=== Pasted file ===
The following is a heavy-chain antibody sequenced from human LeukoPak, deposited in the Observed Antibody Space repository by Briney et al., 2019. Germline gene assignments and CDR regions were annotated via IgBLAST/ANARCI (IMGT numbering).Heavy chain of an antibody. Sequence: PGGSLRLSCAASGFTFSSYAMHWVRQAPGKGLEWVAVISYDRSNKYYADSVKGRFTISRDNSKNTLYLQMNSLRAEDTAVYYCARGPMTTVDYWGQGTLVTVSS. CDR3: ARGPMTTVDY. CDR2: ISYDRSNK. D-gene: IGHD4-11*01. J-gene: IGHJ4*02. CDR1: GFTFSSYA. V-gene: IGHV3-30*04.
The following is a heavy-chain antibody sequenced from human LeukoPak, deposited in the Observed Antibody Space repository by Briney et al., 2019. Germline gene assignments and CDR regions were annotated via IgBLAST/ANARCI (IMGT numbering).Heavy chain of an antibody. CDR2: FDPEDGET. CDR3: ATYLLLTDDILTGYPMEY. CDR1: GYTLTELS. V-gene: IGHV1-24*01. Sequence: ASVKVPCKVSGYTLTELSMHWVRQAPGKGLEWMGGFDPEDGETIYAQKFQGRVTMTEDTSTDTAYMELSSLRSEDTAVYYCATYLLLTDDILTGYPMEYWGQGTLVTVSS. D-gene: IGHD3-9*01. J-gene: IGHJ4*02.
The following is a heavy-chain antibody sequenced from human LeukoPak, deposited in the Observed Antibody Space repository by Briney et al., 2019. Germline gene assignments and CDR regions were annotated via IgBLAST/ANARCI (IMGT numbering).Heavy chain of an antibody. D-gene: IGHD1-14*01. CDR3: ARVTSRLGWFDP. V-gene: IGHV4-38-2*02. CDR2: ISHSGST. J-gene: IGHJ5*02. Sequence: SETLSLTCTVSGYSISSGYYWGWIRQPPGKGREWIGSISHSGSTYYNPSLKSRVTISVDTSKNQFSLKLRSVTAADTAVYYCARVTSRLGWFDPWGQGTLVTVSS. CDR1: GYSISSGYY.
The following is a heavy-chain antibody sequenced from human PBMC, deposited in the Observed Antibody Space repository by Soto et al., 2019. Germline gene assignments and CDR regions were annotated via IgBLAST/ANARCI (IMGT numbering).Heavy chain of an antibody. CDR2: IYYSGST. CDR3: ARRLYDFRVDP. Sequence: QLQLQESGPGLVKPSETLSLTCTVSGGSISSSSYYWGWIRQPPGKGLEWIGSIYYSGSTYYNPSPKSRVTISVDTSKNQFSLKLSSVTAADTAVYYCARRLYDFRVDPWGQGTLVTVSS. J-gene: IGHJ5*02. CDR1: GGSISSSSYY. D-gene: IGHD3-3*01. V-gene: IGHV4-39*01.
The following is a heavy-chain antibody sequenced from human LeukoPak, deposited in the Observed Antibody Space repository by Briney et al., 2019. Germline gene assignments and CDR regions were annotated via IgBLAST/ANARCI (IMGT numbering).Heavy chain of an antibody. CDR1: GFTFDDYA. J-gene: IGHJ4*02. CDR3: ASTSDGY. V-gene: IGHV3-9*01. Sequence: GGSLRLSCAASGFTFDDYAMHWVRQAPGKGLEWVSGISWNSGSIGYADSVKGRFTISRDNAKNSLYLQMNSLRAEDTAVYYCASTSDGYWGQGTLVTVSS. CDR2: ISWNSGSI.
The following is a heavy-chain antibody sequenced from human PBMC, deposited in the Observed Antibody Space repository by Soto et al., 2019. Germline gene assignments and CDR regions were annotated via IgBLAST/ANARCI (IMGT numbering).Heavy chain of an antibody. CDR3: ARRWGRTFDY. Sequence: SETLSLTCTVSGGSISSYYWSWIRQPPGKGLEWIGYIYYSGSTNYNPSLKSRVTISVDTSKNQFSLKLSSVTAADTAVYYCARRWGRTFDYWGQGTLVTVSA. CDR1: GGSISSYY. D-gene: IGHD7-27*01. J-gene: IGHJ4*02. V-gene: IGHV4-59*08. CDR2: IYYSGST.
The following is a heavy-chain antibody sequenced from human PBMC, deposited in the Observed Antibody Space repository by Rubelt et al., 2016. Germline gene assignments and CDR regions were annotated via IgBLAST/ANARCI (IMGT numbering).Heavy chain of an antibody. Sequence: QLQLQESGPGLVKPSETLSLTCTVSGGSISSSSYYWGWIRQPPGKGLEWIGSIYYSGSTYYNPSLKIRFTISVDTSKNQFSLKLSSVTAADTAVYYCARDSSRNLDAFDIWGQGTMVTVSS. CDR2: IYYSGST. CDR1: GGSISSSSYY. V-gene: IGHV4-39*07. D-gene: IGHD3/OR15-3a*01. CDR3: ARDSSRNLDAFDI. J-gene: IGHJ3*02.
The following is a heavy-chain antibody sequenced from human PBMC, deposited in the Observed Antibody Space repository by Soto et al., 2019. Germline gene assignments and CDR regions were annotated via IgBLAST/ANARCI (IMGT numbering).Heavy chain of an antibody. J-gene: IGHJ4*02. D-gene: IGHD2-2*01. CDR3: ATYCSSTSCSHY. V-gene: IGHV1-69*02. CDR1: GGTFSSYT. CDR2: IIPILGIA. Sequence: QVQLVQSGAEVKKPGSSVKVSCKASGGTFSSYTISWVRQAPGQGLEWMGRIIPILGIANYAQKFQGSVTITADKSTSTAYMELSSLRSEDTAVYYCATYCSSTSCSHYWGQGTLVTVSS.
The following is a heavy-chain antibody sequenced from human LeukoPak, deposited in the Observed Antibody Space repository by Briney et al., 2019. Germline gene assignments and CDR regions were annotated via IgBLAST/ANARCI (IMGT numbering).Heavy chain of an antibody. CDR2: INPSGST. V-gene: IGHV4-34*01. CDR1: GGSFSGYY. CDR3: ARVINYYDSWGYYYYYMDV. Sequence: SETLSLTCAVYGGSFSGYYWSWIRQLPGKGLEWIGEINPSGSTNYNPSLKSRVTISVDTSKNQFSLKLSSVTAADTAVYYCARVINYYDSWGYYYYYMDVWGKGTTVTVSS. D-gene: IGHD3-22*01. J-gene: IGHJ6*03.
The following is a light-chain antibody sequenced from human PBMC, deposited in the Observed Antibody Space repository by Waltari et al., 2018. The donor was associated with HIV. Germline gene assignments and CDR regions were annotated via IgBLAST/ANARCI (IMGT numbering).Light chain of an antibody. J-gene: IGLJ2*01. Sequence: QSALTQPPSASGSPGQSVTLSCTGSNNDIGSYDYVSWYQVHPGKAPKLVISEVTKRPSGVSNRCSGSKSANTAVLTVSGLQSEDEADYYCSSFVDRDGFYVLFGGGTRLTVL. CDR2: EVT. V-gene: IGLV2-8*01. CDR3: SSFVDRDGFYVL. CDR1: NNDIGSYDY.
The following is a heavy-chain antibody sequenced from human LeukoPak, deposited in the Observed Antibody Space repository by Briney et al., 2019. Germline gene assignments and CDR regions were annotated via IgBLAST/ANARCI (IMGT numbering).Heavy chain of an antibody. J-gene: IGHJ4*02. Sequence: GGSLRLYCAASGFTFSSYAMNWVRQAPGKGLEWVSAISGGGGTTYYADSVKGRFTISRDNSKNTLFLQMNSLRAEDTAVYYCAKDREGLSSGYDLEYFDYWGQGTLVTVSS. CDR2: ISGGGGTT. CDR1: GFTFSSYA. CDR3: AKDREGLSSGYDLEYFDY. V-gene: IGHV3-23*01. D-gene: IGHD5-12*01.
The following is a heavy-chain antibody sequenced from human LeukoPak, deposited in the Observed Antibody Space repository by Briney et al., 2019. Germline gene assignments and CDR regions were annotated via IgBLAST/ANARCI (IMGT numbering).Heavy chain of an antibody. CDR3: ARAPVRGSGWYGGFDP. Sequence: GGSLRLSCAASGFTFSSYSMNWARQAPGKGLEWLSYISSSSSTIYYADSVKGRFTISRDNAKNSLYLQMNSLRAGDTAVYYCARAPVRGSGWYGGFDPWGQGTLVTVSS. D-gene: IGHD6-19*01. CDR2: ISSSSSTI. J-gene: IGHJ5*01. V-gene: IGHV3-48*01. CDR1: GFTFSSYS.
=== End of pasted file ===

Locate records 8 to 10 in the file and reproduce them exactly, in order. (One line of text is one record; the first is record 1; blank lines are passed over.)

The following is a heavy-chain antibody sequenced from human PBMC, deposited in the Observed Antibody Space repository by Soto et al., 2019. Germline gene assignments and CDR regions were annotated via IgBLAST/ANARCI (IMGT numbering).Heavy chain of an antibody. J-gene: IGHJ4*02. D-gene: IGHD2-2*01. CDR3: ATYCSSTSCSHY. V-gene: IGHV1-69*02. CDR1: GGTFSSYT. CDR2: IIPILGIA. Sequence: QVQLVQSGAEVKKPGSSVKVSCKASGGTFSSYTISWVRQAPGQGLEWMGRIIPILGIANYAQKFQGSVTITADKSTSTAYMELSSLRSEDTAVYYCATYCSSTSCSHYWGQGTLVTVSS.
The following is a heavy-chain antibody sequenced from human LeukoPak, deposited in the Observed Antibody Space repository by Briney et al., 2019. Germline gene assignments and CDR regions were annotated via IgBLAST/ANARCI (IMGT numbering).Heavy chain of an antibody. CDR2: INPSGST. V-gene: IGHV4-34*01. CDR1: GGSFSGYY. CDR3: ARVINYYDSWGYYYYYMDV. Sequence: SETLSLTCAVYGGSFSGYYWSWIRQLPGKGLEWIGEINPSGSTNYNPSLKSRVTISVDTSKNQFSLKLSSVTAADTAVYYCARVINYYDSWGYYYYYMDVWGKGTTVTVSS. D-gene: IGHD3-22*01. J-gene: IGHJ6*03.
The following is a light-chain antibody sequenced from human PBMC, deposited in the Observed Antibody Space repository by Waltari et al., 2018. The donor was associated with HIV. Germline gene assignments and CDR regions were annotated via IgBLAST/ANARCI (IMGT numbering).Light chain of an antibody. J-gene: IGLJ2*01. Sequence: QSALTQPPSASGSPGQSVTLSCTGSNNDIGSYDYVSWYQVHPGKAPKLVISEVTKRPSGVSNRCSGSKSANTAVLTVSGLQSEDEADYYCSSFVDRDGFYVLFGGGTRLTVL. CDR2: EVT. V-gene: IGLV2-8*01. CDR3: SSFVDRDGFYVL. CDR1: NNDIGSYDY.